IMG_1622.jpeg

episode highlights and references:

what does it take to publish a book: 24 year old with a book on Amazon

the advantages of self-publishing over traditional publishing

the marketing-social media game: ghost followers, quality versus quantity, follower count, does it ever stop once you reach a certain number, vanity metrics, generations from now beyond your existence you could impact someone more intensely than during your life (also an idea from Sean McCabe)—great artists becoming famous posthumously

the writing process—how different writers come to the page

brown kids or immigrants generally—the battle between STEM and the arts—how did this originate (want to say where did this STEM from but the use of pun would undermine the seriousness of the discussion we had regarding this?)

it’s okay to be mediocre at something or even some things: referred to the following article during the show

https://www.nytimes.com/2018/09/29/opinion/sunday/in-praise-of-mediocrity.html

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19: Imposter Syndrome: just "anxiety with a different name" and making your female voice more powerful...without yelling

Imposter syndrome and mental health

Approximate Timestamps

1: She’s a Google Women Techmaker Scholar.

5: Still, she suffered/suffers from math anxiety because of a harsh teacher in middle school.

8: Having low confidence despite winning three hackathons

13: She shares experiences with academic and workplace harassment as a woman and minority in tech.

“Imposter’s syndrome—that’s anxiety; just with a different name.”

19: Developing the ability to advocate for yourself and using your voice as a woman to better advocate for yourself.

18: networking, Alcohol and fighting injustice, i.e. getting woke-r with data science

Women in tech

tl:dr “all that glitters is not gold” Shakespeare

Approximate Timestamps:

7: From liberal arts/actual art to engineering to comp sci—Naba talks about changing her major five times.

12: Naba talks about leaving a team that founded a startup where kids can learn to program in their own language

16: Alcohol at networking events—tl:dr: don’t go.

Book mention: Brotopia by Emily Chang

21: Inventor and investors

23: Naba’s interest in data science (e.g. the human rights data analysis group)

25: Naba talks about the perpetuation of social inequality by data science and mathematics.

Book mention: Weapons of Math Destruction by Cathy O’Neil

Algorithms of Oppression by Safiya Umoja Noble

28: The questionnaire.

33: She’s a Google Women Techmaker Scholar.

Articles mentioned:

“The Confidence Gap” https://www.theatlantic.com/magazine/archive/2014/05/the-confidence-gap/359815/

Of 350 companies, certain ones were more successful: https://www.globenewswire.com/news-release/2018/06/06/1517397/0/en/Women-Owned-Startups-Deliver-Twice-as-Much-Per-Dollar-Invested-as-Those-Founded-by-Men.html

Math and data science being used to perpetuate inequality in society and how you do deal with alcohol at networking events or work events as a Muslim

14: Talking to Mariam about clinical neuropsychology, mindfulness, and Cognitive Behavioral Therapy

Mariam_Skiveo.png

(Approximate?) Timestamps:

13:00 Why did Mariam choose a PhD over a PsyD?

16:00 What drew Mariam to neuroscience?

20:00 I talk about the Gut-Brain link. And about a book about perfume and smell and how that drew me to the study of the brain (episode #001 explains the latter more).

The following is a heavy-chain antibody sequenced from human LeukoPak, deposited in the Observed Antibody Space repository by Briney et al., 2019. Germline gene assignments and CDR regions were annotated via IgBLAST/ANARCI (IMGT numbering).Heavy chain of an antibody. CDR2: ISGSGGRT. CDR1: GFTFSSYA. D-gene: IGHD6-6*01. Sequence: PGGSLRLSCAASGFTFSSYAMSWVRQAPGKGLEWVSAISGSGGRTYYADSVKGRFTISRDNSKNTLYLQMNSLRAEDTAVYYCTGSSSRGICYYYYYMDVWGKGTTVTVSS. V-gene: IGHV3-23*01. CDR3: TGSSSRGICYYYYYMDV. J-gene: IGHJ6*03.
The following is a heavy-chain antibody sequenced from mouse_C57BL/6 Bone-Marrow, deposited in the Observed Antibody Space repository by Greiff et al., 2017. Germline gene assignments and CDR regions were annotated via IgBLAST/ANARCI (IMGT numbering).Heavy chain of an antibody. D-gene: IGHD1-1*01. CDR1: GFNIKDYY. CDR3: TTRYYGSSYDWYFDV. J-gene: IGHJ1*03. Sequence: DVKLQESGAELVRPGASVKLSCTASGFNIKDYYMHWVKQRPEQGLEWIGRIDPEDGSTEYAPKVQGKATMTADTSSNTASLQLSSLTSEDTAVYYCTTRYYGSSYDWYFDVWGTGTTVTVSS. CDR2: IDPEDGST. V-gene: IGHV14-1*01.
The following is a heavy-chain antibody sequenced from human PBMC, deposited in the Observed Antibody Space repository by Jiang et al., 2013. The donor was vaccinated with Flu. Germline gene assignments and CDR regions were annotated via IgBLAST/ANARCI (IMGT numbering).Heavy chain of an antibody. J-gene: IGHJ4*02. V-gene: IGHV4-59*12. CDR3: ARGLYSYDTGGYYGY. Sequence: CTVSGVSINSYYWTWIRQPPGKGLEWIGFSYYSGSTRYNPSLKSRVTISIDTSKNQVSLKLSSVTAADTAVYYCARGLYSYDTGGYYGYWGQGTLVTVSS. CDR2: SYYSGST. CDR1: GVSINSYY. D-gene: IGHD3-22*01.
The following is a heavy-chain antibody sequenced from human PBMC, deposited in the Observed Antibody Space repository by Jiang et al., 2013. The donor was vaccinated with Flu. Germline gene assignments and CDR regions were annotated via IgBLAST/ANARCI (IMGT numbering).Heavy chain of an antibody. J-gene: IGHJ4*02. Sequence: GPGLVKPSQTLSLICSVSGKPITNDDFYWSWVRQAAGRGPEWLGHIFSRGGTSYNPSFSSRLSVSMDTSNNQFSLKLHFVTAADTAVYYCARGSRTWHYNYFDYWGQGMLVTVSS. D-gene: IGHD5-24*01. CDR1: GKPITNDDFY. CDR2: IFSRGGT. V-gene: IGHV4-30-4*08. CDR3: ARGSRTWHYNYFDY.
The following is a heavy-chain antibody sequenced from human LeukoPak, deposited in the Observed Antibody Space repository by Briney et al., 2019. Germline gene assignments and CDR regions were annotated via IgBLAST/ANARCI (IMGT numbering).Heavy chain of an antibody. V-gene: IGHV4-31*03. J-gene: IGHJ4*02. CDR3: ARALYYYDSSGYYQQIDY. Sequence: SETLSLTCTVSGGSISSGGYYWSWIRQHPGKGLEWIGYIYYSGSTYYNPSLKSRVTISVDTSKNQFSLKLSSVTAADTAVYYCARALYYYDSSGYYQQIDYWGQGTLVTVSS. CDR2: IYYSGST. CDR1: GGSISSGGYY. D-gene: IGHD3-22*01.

24:00 I ask her about her involvement in a study that looked at stress in individuals whose cancer went into remission.

30:00 What is “mindfulness disposition?”

36:00 How many studies did she help conduct in undergrad and what was it about her lab experience that inspired her to pursue grad school?

39:00 What made it hard for me to figure out whether I wanted to be in medical school or graduate school.

42:00 I talked about when I shadowed a doctor and asked a Parkinson’s disease neurologist why she chose med school over a PhD. Also, I bring up the work-life balance conundrum that can manifest in academia versus industry.

45:00 I talk about my YouTube-binging videos about people who dropped out of grad school. I ask Mariam if she knows anyone who has.

47:00 I ask Mariam how important she thinks mentor-suitability is in grad school on a 1-10 scale.

51:00 I ask how one would find out who’d be more or less suitable as a mentor before deciding on a program. Exact or nearly exact question: “Is there a network or something?”

56:00 I ask about graduate school unions.

58:00 I ask Mariam whether graduate school has been harder than undergrad.

1:01 Has it been easier for Mariam to form networks and friendships in grad school versus undergrad?

1:09 I ask about her graduate school application process, specifically what she thinks the strongest and weakest points of her application were?

1:10 How long did I have to explicitly prepare for the GRE?

1:13 Are the mental health issues associated with grad school over-hyped?

1:15 Mariam’s professional ambitions?

1:17 Have her family and friends criticized her for being in grad school given the potential it has to restrict other parts of someone’s life, e.g. personal relationships?

1:21 I shout-out Muslim Women of Color Conquer Grad School, a group initiated, at least partly, by Amelia Noor-Oshiro.

1:22 Has being Muslim impacted her academic and professional life?

1:29 Mariam talks about working with veterans and having worked with active duty military personnel.

1:31 Mariam talks about operating as a therapist to veterans as part of her clinical neuropsychology program.

1:36 Therapy can be difficult for the patient, but has Mariam, as a therapist, experienced emotional suffering given the traumatic experiences she hears about?